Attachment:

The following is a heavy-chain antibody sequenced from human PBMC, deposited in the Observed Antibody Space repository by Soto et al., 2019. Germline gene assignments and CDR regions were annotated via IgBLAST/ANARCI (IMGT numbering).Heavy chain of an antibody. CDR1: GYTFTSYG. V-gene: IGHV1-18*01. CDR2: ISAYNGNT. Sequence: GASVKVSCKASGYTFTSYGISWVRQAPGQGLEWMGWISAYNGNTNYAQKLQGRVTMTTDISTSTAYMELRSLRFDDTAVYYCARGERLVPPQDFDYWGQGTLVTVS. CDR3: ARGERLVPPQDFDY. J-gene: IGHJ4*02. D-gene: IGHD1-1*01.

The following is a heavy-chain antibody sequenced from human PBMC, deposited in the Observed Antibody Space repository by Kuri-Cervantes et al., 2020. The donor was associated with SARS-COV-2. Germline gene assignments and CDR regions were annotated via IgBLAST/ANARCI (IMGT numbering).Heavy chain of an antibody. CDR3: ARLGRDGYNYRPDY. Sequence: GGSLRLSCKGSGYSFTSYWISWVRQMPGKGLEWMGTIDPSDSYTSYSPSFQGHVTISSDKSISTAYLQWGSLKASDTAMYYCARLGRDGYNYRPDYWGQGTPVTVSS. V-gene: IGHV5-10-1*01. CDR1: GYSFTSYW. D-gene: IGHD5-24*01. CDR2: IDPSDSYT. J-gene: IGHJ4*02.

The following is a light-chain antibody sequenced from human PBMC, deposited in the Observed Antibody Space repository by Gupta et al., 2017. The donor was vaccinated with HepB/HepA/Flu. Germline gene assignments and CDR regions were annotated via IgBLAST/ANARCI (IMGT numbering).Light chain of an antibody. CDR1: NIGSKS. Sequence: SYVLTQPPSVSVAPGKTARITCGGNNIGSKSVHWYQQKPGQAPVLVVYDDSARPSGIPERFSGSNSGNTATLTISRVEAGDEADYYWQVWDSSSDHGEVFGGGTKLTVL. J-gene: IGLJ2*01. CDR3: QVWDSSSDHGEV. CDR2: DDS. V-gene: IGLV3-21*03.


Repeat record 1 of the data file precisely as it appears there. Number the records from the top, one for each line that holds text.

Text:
The following is a heavy-chain antibody sequenced from human PBMC, deposited in the Observed Antibody Space repository by Soto et al., 2019. Germline gene assignments and CDR regions were annotated via IgBLAST/ANARCI (IMGT numbering).Heavy chain of an antibody. CDR1: GYTFTSYG. V-gene: IGHV1-18*01. CDR2: ISAYNGNT. Sequence: GASVKVSCKASGYTFTSYGISWVRQAPGQGLEWMGWISAYNGNTNYAQKLQGRVTMTTDISTSTAYMELRSLRFDDTAVYYCARGERLVPPQDFDYWGQGTLVTVS. CDR3: ARGERLVPPQDFDY. J-gene: IGHJ4*02. D-gene: IGHD1-1*01.